Groundskeeper

This past Saturday morning was the day before Easter, the day churches celebrate the Lord descending into Hades to free the captives. On the way to visiting me from the other side of the mountains, my sister swung by the grave site of our aunt Druscilla who was buried in 1882 near the house where I live. The cemetery grounds keeper was out this past Saturday morning, mowing grass around the graves. My sister told him about our search for the grave site of Druscilla’s husband, John. We had all but given up for clues as to where he might be buried. One of the earliest settlers west of the Mississippi, coming to California by ship in 1843, he traveled lots of unmapped territory, and in his old age went looking for gold in Mexico. Near Mazatlan he became deathly sick and his son, Ben, went to Mexico, found him, brought him back to Monterey County, where he then died. The county records have no account of where he was buried, nor do any of the history societies, or books. I had given up looking for where he might lie. The history of his activities in old Spanish California mostly occurred before very many records were kept, before California became part of the United States.

The grounds keeper my sister spoke with had an old book, a hand-written ledger, that listed who was buried in this cemetery. I had seen the book once before and had used it to find Druscilla’s plot. But the grounds keeper knew a little of the history of this pioneer cemetery that no one else seems to have known, which is that some of the narrow, paved roads that crisscross through the cemetery were added in later by thoughtless members of the Odd Fellows, who long ago sold the rights for the roads to a rancher. Knowing this history and interpreting the layout of the old ledger, the grounds keeper claims that my missing uncle who we’ve looked for so many years, is actually buried right beside wife Druscilla, only his plot is not marked, like hers, because his marker or tombstone, was removed so that the road might pass over his burial site. His name is written in the ledger right on top of the road, which made no sense to anyone but the grounds keeper. This mystery of the missing uncle now seems to be resolved.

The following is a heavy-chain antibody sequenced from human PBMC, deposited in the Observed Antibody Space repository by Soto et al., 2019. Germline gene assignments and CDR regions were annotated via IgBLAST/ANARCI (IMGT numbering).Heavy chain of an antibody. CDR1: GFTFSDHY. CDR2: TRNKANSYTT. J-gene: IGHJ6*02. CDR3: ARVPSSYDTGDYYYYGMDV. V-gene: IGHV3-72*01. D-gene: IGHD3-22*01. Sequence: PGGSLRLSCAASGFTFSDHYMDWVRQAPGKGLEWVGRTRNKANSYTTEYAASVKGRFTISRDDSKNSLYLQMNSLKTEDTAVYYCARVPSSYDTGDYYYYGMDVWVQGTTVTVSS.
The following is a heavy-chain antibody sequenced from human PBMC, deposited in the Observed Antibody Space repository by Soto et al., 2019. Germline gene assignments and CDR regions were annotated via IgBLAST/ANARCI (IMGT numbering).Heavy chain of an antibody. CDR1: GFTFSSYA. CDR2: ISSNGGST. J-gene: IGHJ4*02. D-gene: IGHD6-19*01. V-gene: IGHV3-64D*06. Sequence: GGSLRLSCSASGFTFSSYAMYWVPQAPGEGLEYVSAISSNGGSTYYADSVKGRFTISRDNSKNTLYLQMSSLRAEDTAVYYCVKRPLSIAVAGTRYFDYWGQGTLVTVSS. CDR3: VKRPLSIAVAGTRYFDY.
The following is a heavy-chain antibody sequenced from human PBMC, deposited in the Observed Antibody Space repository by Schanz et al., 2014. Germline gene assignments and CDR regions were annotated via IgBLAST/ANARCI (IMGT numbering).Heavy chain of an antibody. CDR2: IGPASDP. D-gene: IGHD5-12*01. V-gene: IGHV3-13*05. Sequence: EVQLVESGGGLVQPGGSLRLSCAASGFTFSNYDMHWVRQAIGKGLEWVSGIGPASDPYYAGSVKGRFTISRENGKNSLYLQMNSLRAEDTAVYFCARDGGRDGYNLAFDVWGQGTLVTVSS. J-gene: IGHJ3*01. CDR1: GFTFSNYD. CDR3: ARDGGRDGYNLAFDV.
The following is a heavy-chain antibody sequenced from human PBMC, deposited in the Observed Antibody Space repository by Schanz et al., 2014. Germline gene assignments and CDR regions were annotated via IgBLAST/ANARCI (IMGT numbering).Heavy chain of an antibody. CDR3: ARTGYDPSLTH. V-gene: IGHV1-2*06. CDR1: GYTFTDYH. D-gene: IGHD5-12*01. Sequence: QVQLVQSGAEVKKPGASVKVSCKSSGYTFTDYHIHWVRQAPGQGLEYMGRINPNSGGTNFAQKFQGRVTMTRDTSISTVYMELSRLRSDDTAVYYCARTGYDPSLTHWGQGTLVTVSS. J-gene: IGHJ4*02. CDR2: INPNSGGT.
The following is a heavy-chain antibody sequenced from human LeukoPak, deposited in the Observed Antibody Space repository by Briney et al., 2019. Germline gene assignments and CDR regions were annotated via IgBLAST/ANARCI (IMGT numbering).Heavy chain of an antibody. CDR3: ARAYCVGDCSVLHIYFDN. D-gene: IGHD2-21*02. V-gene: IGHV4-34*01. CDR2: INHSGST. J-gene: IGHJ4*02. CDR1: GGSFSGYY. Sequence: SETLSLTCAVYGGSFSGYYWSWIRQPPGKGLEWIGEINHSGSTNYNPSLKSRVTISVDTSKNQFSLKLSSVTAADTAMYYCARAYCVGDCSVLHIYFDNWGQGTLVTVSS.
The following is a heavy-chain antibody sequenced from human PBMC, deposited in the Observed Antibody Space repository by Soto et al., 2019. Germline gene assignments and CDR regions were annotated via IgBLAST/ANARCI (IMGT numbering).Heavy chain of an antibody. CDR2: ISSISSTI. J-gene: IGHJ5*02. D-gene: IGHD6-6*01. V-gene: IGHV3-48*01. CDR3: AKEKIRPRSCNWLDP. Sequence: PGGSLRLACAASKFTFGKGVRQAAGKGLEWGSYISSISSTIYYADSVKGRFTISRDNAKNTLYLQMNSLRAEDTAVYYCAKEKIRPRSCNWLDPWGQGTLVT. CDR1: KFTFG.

The grounds keeper loaned my sister the old ledger for a spell and it has landed in my hands for further examination. This ragged, hundred and fifty year old ledger carries the history of the village I have been living in for forty. It is perhaps the most precious piece of history in the village, if not the whole county, and it rests in my possession today–a book of life and of death, that came into my hands on the Saturday before Easter. My sister has this great sense of the presence of the divine to be found in every-day living, a gift that I wish I could better cultivate myself. Finding the old book and finding someone who could interpret the cryptic layout of the cemetery plots seemed to both of us to be on the order of the divine. The lesson for me is that I will never find anything if I don’t go look for it.

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